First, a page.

Next Article in Journal
A Novel Method for PD Feature Extraction of Power Cable with Renyi Entropy
Next Article in Special Issue
Relative Entropy in Biological Systems
Previous Article in Journal
Neighborhood Approximations for Non-Linear Voter Models
Open AccessArticle

Using Expectation Maximization and Resource Overlap Techniques to Classify Species According to Their Niche Similarities in Mutualistic Networks

by 1,*,† and 2,†
1
Complex Systems Group, Institute of Physics, Facultad de Ciencias, Universidad de la República, 11400 Montevideo, Uruguay
2
Physics Department, Boğaziçi University, Bebek, 34342 Istanbul, Turkey
*
Author to whom correspondence should be addressed.
These authors contributed equally to this work.
Academic Editors: John Baez, John Harte, Marc Harper and Raúl Alcaraz Martínez
Entropy 2015, 17(11), 7680-7697; https://doi.org/10.3390/e17117680
Received: 27 August 2015 / Revised: 12 October 2015 / Accepted: 9 November 2015 / Published: 12 November 2015
(This article belongs to the Special Issue Information and Entropy in Biological Systems)

Abstract

Mutualistic networks in nature are widespread and play a key role in generating the diversity of life on Earth. They constitute an interdisciplinary field where physicists, biologists and computer scientists work together. Plant-pollinator mutualisms in particular form complex networks of interdependence between often hundreds of species. Understanding the architecture of these networks is of paramount importance for assessing the robustness of the corresponding communities to global change and management strategies. Advances in this problem are currently limited mainly due to the lack of methodological tools to deal with the intrinsic complexity of mutualisms, as well as the scarcity and incompleteness of available empirical data. One way to uncover the structure underlying complex networks is to employ information theoretical statistical inference methods, such as the expectation maximization (EM) algorithm. In particular, such an approach can be used to cluster the nodes of a network based on the similarity of their node neighborhoods. Here, we show how to connect network theory with the classical ecological niche theory for mutualistic plant-pollinator webs by using the EM algorithm. We apply EM to classify the nodes of an extensive collection of mutualistic plant-pollinator networks according to their connection similarity. We find that EM recovers largely the same clustering of the species as an alternative recently proposed method based on resource overlap, where one considers each party as a consuming resource for the other party (plants providing food to animals, while animals assist the reproduction of plants). Furthermore, using the EM algorithm, we can obtain a sequence of successfully-refined classifications that enables us to identify the fine-structure of the ecological network and understand better the niche distribution both for plants and animals. This is an example of how information theoretical methods help to systematize and unify work in ecology.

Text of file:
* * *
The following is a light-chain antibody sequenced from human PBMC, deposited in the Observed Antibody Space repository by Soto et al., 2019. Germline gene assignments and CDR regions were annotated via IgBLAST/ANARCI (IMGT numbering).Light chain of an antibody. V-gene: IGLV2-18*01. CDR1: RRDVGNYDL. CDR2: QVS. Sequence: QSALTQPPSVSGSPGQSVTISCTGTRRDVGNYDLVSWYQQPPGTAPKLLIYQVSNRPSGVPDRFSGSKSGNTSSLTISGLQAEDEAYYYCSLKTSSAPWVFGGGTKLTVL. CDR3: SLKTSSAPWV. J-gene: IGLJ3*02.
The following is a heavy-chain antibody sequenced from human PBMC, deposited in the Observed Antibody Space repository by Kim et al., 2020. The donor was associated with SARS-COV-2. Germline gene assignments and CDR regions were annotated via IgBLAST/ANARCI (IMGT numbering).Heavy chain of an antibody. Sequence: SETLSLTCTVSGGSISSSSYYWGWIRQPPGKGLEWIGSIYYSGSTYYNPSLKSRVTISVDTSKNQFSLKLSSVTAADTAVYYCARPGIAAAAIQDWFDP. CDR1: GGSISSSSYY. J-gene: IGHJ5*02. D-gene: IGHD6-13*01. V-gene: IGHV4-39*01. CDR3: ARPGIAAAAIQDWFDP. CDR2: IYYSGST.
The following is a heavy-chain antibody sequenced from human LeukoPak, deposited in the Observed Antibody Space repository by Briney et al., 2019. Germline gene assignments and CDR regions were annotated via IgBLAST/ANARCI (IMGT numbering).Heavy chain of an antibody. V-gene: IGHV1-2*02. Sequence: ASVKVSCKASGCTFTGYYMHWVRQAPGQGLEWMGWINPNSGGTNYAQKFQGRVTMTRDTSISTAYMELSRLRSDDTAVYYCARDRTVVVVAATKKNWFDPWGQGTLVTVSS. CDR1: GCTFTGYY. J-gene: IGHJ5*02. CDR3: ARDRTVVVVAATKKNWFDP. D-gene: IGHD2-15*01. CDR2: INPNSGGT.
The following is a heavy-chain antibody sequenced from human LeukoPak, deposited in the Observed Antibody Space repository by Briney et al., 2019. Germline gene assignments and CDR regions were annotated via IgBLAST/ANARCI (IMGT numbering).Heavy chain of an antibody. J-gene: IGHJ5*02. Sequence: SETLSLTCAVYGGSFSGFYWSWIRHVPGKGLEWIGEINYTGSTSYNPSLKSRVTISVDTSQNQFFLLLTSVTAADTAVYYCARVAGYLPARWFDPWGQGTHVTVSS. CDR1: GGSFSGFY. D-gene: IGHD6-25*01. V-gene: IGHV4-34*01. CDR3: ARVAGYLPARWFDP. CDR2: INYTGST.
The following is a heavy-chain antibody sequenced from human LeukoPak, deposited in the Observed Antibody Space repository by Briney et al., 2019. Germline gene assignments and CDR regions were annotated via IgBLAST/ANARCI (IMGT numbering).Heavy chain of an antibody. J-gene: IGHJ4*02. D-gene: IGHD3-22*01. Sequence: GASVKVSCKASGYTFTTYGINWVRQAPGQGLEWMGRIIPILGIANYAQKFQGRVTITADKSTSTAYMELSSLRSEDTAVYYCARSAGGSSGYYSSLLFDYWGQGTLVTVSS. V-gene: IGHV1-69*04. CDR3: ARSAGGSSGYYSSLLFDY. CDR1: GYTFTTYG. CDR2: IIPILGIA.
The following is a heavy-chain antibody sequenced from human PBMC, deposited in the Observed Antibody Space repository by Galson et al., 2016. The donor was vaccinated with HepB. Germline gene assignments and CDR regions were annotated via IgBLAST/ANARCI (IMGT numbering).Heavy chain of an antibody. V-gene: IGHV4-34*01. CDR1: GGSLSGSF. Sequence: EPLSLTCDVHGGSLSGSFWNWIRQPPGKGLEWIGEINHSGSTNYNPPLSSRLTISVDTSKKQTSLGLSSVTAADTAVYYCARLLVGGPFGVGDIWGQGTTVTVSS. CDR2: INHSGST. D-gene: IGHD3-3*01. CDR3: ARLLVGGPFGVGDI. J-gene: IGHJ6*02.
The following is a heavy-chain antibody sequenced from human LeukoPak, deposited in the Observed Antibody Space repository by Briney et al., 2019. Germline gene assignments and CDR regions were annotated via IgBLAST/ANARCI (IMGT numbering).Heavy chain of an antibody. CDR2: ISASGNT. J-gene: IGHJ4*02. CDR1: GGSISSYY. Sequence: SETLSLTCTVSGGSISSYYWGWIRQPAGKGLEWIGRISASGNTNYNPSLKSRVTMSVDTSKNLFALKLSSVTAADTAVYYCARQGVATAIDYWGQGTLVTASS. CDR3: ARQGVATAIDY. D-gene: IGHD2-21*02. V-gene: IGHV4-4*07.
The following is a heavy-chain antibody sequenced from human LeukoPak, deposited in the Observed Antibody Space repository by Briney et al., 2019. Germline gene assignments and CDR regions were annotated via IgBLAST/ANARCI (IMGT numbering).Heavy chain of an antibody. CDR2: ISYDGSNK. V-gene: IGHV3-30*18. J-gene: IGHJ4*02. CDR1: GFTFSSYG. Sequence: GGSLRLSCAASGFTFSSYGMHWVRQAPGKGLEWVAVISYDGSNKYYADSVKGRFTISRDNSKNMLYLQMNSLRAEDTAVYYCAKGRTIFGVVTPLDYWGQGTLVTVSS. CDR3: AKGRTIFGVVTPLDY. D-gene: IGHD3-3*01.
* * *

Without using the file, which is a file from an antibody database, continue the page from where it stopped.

Keywords: mutualistic networks; expectation maximization algorithm; niche theory mutualistic networks; expectation maximization algorithm; niche theory

1. Introduction

Mutualisms, i.e., interactions between two species in which both benefit from the association, have been essential in the evolutionary diversification of life and are fundamental to preserve nature’s biodiversity [1,2]. Without mutualism, the biosphere would be entirely different. For instance, approximately 90% of flowering plants are pollinated by animals [3], mainly by pollinator insects. In this mutualistic relationship, the pollinator obtains food (nectar), inadvertently picks up pollen and moves on to the next flower, allowing plants to reproduce.
However, the study of mutualisms as a non-trivial biological phenomena is a recent development in biology relative to the mainstream or Newtonian ecology [1], based on antagonistic interspecific interactions (e.g., competition, predation). Antagonistic interactions have received much more attention than mutualistic ones, because mutualistic interactions were initially viewed merely as insignificant oddities that in no way challenge the Darwinian natural selection paradigm based on competition. Still, even Darwin recognized that cooperative relationships might provide organisms with a competitive advantage; however, it was assumed that such phenomena were relatively rare. For these reasons, single trophic-level ecological communities have virtually been synonymous with the study of interspecific competition [4,5] and approached via the Lotka–Volterra equations of competition [6,7], and similarly, the dominant interspecific interaction in food webs involving different trophic levels is predator-prey [5]. However, during the past three decades, a dramatic change has occurred, and there has been an upsurge of interest in mutualism among ecologists and, in particular, to the application of cooperative versions of the well-known Lotka–Volterra equations [5,8]. In fact, mutualism still lacks a formal conceptual treatment at a depth comparable to that of antagonistic interactions [8] in such a way as to include all in a single comprehensive ecological framework.